The Jesus story is alive. It has a beginning, a middle which we are in right now, and an end somewhere down the line. In my faith tradition, the way we worship, including the texts we read on any given Sunday, follows this story. We use a liturgical calendar that is shaped by the Jesus story rather than the calendar year. This is part of the beauty and blessing that comes from being in a church with roots going back 2,000 years.
Right now, churches that follow the liturgical calendar are in the middle of the season of Lent. Lent is always the forty days before Easter, not counting Sundays. Lent. It is a funny word for us English speakers. Many other languages take their name for this time from their word for “forty.” The French call this season Careme which comes from quarante, their word for forty. The Spanish and Italian languages take the same approach.
But for us English speakers, Lent comes from the Anglo-Saxon word meaning to “lengthen.” Lent comes at a time when the hours or daytime are “lengthening,” as spring approaches. It is a time when we too can “lengthen” spiritually. During Lent, we make an effort to stretch out and grow in the Spirit.
For nearly 2,000 years now, followers of Jesus have understood the three great days stretching from the Last Supper on Maundy Thursday through Good Friday, Holy Saturday, and Easter Day as the three most significant days in the history of the world. And these days are not to be taken lightly. One needs to prepare for them.
That is what Lent is for. It is a time of preparation – spiritual preparation for the three most important spiritual days since the creation of the world. The event in the Jesus story that launches this season of Lent is the mountaintop experience of the Transfiguration. It is an important and dramatic episode. Matthew, Mark, and Luke each write about it in their Gospels.
The Transfiguration has an all-star cast. Jesus, Moses, Elijah, Peter, James and John are all present. It includes dazzling brightness, clouds, shadows, and the startling voice of God. We’re told that Moses and Elijah are conferring with Jesus about what comes next in the story – the journey to Jerusalem and the cross. Peter is so mesmerized by the spectacle that he wants to remain at the summit. He offers to build shelters for Jesus, Moses and Elijah.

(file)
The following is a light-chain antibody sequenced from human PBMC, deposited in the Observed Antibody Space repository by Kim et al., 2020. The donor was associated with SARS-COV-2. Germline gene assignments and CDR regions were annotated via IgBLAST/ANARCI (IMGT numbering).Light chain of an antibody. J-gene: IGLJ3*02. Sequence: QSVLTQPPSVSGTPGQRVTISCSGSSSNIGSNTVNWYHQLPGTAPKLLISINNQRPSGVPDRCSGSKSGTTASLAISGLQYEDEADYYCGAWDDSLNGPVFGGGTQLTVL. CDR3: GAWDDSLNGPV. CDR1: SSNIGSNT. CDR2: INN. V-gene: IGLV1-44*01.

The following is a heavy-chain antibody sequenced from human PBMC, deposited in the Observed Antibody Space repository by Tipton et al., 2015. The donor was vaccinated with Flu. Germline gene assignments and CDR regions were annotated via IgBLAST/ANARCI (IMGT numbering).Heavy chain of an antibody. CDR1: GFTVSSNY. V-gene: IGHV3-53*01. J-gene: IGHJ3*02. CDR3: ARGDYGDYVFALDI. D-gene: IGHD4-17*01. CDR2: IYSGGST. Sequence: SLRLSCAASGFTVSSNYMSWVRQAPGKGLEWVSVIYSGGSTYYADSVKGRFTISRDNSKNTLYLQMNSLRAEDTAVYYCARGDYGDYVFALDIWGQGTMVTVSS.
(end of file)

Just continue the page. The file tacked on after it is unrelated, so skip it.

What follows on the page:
But it is not to be. As wonderful as the mountaintop experience is, Jesus knows they can’t stay there. His story must move on. The trek to Jerusalem and the cross needs to begin. Lent is the season of the church year where we symbolically join Jesus on the journey to Jerusalem. We use it as a time to contemplate the pain, suffering and sacrifice he makes on our behalf.
Almost immediately after Jesus and the Disciples begin the journey, Jesus gets word that King Herod has plans to kill him. Then something remarkable happens. I can’t think of any other time where Jesus speaks the way he speaks when he hears of Herod’s plans. It may be the only time in the Bible where Jesus talks as if he is spoiling for a fight. He sounds like the conquering Messiah so many in the first century were expecting. Responding to the news, Jesus sounds confident and defiant, “Go and tell that fox Herod for me, I will drive out demons and heal people today and tomorrow, and on the third day, I will reach my goal” (Luke 13:32 NIV).
In reality, Jesus is saying, “Look, I have important work to do – a mission to accomplish – and no petty puppet king like Herod is going to keep me from it.” When he makes that powerful allusion to reaching his “goal” on the third day – an obvious reference to his coming resurrection – it inspires confidence, hope and strength in the lives of believers.
I love this determination of Jesus. It shows that he is hell-bent on saving us from ourselves. Jesus is willing to go through crucifixion, hell on earth, and actually descend into hell after his death for our sakes. And he does it all because he loves us and because he is faithful to the divine plan to redeem creation.
You may be familiar with the idea of “giving something up” for Lent. I like this tradition and most years do try to give up some little earthly pleasure as a kind of fast. But the fast is not an end in itself. We’re supposed to use the time we would normally spend enjoying whatever it is we give up to draw closer to God.
I encourage you to observe this tradition of Lent. And use the extra time you now have to pray or read your Bible. You may want to use it to do a little personal devotion every day. On our Mountain of Faith website (mountainoffaith.net) we have a link to D-365. It offers a short devotion each day that is perfect for your Lenten journey to Jerusalem with Jesus. Try it out. Lenten blessings to you!
Rick Ehrheart is pastor of Mountain of Faith Lutheran Church in Tooele.